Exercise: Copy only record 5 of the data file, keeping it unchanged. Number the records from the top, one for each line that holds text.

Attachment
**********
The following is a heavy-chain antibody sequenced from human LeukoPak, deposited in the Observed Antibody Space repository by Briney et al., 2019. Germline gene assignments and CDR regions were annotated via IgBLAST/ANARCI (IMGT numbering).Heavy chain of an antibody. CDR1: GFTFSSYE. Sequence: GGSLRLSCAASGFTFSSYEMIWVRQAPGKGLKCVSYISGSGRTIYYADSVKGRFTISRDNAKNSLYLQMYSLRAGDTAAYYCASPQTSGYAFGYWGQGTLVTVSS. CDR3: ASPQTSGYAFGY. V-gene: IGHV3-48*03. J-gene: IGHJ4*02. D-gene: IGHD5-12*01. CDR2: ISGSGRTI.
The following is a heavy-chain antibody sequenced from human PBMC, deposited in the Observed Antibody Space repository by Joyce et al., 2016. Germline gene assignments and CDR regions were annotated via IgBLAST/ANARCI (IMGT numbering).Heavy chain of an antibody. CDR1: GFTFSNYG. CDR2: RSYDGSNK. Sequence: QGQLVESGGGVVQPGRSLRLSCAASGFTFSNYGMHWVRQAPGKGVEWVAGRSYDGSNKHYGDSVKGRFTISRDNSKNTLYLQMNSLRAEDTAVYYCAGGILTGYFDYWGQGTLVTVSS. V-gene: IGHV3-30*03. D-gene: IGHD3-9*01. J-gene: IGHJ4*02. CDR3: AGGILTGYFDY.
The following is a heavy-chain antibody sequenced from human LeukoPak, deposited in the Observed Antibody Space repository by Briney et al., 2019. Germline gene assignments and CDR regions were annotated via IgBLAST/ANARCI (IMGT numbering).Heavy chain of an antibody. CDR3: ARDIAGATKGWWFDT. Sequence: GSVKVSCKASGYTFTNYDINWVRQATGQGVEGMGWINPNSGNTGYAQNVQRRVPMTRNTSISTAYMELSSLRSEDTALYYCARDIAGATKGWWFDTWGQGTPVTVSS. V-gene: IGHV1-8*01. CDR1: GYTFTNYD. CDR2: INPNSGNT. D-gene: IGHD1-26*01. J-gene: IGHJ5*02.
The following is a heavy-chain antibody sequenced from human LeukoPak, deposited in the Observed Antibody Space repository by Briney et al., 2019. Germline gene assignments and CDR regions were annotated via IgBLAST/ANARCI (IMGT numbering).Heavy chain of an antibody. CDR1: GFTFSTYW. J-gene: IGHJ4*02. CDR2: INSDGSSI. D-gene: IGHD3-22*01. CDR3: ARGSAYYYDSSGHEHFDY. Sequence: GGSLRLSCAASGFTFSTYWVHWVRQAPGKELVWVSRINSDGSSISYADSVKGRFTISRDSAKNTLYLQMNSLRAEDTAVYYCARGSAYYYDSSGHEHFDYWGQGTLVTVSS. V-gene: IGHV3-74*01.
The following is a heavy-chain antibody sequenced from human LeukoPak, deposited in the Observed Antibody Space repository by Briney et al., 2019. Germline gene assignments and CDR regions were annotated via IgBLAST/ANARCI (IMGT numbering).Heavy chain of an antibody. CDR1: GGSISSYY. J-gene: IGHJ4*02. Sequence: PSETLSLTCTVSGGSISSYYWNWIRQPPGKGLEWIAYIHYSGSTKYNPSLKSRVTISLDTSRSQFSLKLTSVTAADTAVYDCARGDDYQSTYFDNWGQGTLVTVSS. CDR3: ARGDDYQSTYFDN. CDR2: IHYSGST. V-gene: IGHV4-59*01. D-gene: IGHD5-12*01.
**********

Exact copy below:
The following is a heavy-chain antibody sequenced from human LeukoPak, deposited in the Observed Antibody Space repository by Briney et al., 2019. Germline gene assignments and CDR regions were annotated via IgBLAST/ANARCI (IMGT numbering).Heavy chain of an antibody. CDR1: GGSISSYY. J-gene: IGHJ4*02. Sequence: PSETLSLTCTVSGGSISSYYWNWIRQPPGKGLEWIAYIHYSGSTKYNPSLKSRVTISLDTSRSQFSLKLTSVTAADTAVYDCARGDDYQSTYFDNWGQGTLVTVSS. CDR3: ARGDDYQSTYFDN. CDR2: IHYSGST. V-gene: IGHV4-59*01. D-gene: IGHD5-12*01.